NEW YORK — Participants at the O’Reilly Web 2.0 conference here last week said publishers, retailers and brands will deepen their use of three key social media platforms — Facebook, Twitter and YouTube — in the next several years even as they face a constant onslaught of new ones.
“There is a frustration level with trying to chase everything,” said Baratunde Thurston, Web editor for satirical newspaper The Onion, referring to the high number of new social platforms and technology coming out every quarter. Yet, he continued, “if you use a new medium to drive people back to the old medium, people can smell it, it looks desperate.”
This story first appeared in the October 18, 2011 issue of WWD. Subscribe Today.
The publisher’s strategy is to keep current with trends but make sure every platform and channel it adopts has a revenue stream.
“Is there room for another network?” asked Ruben Quinones, director of sales and social media for digital agency Path Interactive. “Right now, the jury is still out. What is the unique value proposition of Google+?”
The Facebook competitor does not yet allow brand profiles but will soon.
Google said nothing about Google+ at the conference but unveiled a 3-D enhancement to Google Maps that lets viewers virtually visit world monuments such as the Colosseum in Rome.
Facebook, Twitter and YouTube are the places to be now, and mobile and cloud computing are where everything is heading, speakers agreed.
“Facebook is the largest two-way communication platform in the history of the world,” said Michael Lazerow, chief executive officer of Buddy Media, which makes social media tools for brand managers. “It’s larger than every region in the world except Asia.”
He also reeled off some other surprising facts. For instance, the daily audience on Facebook is four times larger than the Super Bowl. In the U.S., there are more “likes” and comments on Facebook than Google searches monthly, and 37 percent of all advertising impressions occur on Facebook. What’s more, in the seven years of Facebook’s existence, the number of hours members have spent on it already equal half the time that has ever been spent watching television. “Publishers, retailers, brands — this is your battleground,” Lazerow said.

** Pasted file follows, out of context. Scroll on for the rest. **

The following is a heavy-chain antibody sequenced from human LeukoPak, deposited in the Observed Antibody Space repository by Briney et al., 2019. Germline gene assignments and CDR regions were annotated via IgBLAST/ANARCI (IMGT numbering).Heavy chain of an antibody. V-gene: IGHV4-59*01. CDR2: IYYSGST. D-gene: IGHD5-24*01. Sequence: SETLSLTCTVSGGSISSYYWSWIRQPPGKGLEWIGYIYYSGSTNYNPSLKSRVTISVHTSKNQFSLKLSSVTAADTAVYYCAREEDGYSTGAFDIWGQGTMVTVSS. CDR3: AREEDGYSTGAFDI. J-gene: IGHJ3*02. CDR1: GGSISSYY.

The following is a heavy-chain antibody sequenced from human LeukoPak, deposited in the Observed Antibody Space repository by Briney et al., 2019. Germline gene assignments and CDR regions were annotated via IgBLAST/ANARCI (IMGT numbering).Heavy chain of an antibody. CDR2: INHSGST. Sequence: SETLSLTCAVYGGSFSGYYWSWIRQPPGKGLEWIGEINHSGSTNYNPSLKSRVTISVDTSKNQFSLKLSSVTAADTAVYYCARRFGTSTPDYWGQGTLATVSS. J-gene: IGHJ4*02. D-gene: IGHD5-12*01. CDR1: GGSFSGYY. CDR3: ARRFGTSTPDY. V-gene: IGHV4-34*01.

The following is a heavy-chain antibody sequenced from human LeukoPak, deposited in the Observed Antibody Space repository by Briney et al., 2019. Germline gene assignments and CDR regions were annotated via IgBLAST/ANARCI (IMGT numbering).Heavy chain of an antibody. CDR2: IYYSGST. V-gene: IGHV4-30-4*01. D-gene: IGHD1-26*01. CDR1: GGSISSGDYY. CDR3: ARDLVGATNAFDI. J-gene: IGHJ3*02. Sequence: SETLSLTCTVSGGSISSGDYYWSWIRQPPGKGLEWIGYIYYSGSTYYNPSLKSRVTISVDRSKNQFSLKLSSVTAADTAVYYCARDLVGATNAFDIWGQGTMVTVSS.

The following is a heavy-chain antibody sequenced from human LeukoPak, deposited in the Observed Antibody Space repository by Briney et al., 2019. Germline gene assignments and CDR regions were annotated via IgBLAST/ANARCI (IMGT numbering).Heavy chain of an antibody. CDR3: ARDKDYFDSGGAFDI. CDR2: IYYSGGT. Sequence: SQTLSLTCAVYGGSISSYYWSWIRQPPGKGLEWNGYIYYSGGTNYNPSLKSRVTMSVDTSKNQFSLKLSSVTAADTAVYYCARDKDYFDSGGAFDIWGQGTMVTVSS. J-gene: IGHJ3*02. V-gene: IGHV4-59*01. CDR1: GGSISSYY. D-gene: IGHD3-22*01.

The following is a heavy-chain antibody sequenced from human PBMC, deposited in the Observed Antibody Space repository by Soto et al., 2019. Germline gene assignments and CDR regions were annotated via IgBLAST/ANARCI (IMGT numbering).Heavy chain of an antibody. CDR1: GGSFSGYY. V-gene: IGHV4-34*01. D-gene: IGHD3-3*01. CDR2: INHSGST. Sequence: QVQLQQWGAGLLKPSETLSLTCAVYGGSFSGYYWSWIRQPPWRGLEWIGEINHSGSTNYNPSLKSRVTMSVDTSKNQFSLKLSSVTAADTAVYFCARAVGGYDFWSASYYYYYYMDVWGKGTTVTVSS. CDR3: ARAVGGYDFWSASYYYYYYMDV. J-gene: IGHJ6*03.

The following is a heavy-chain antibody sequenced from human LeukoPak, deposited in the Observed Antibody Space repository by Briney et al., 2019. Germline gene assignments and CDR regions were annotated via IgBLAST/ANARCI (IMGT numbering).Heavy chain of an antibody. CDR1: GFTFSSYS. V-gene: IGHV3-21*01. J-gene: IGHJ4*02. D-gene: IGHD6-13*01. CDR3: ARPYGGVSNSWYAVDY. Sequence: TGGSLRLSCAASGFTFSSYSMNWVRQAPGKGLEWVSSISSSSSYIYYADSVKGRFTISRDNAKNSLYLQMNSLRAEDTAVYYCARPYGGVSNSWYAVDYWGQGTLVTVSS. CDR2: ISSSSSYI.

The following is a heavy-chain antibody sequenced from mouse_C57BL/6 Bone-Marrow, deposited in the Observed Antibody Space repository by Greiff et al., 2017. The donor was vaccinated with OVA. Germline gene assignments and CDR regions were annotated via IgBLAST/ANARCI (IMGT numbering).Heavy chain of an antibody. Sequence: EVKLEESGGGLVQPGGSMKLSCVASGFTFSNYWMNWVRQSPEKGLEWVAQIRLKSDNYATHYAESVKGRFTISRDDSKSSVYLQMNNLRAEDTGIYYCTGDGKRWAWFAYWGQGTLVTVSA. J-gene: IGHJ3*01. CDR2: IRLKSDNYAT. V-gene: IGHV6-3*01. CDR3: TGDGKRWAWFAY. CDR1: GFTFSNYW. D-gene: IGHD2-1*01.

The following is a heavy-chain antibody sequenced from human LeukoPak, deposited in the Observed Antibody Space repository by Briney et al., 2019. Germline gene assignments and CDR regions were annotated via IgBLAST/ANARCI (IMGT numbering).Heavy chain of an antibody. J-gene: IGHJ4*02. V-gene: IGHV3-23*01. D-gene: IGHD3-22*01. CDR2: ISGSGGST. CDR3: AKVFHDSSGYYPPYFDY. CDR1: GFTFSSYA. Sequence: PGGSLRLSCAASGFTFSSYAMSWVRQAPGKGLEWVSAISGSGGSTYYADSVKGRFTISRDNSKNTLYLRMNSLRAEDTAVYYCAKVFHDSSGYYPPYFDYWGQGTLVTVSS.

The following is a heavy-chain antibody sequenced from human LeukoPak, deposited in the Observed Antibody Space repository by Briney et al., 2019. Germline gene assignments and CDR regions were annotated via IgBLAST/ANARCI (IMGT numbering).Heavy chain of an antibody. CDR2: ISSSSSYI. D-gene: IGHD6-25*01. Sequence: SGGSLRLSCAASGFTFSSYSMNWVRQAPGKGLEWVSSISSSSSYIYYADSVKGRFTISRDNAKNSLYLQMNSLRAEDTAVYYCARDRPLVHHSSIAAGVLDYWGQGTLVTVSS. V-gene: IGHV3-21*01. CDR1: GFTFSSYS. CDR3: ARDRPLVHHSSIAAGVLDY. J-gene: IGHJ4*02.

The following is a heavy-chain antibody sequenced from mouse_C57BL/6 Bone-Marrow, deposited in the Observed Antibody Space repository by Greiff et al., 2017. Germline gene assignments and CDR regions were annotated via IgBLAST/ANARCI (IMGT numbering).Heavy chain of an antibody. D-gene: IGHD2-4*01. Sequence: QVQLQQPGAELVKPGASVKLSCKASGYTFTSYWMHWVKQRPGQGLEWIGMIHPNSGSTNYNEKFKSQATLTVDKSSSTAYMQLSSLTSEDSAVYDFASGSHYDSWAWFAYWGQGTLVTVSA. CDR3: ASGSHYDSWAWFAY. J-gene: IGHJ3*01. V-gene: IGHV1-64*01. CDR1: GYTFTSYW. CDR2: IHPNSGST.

He showed two futuristic Facebook scenarios. One of these is using your automobile as a Facebook app to automatically share a trip or check in to a location.
Another idea is merging Facebook with online ticket sales. So, for example, if you are buying tickets to a concert, you can see which of your friends has already purchased tickets and buy seats next to theirs.
If the first phase of social media was about people, fans, and followers, then the next phase will be about engagement, influencers, location, loyalty, context, identity and access, according to entrepreneur and social media strategist Wayne Sutton. “Know what sites your users are most active on and where they are most likely to share content,” he said. Brands will dive deep into analytics to identify their customers and influencers. Set up filters and tools to maximize efficiency and save time, he advised. “You don’t have to jump onto Google+ and you don’t have to be on Facebook 24 hours a day,” Sutton said.
Speakers and attendees gave the thumbs up to Facebook’s new news ticker. “It enables social commerce,” said Lazerow.
“Early results show fewer impressions but higher engagement,” said Quinones.
New sites and apps continue to launch. Some of the hot new startups everyone was talking about included TV check-in network GetGlue, photo sharing app Instagram, question and answer site Quora, social network Namesake, mobile loyalty startup Tapit and image-sharing site Pinterest.
Clothia founder Elena Silenok predicted that e-commerce will comprise 20 to 25 percent of all clothing sales in about five years. Her startup, which has not yet opened for business, is a virtual closet with augmented reality for virtual try-on.
Attendee Barry Hott, social media director for online-only eyeglass retailer 39DollarGlasses.com of Ronkonkoma, N.Y., suggests that retailers should not look for a direct correlation between sales and social media. “We don’t measure it that way. We care that there is interaction on our page and people are talking about our brand,” said Hott. The company has more than 6,600 “likes” on Facebook, a blog, cross posts to Tumblr, and it recently started posting videos to YouTube.
“Our first YouTube video got 420 views in one week. We’re happy about it,” he said.
The conference organizer, technology book publisher O’Reilly Media, played a key role in the development of the open-source software movement and social media. (O’Reilly founder Tim O’Reilly coined the term “Web 2.0.”) Its conferences are known for predicting what will be next in technology before it hits the mainstream.
This year’s conference celebrated New York tech and focused on New York-based entrepreneurs and venture capitalists, and New York industries such as media, retail and fashion.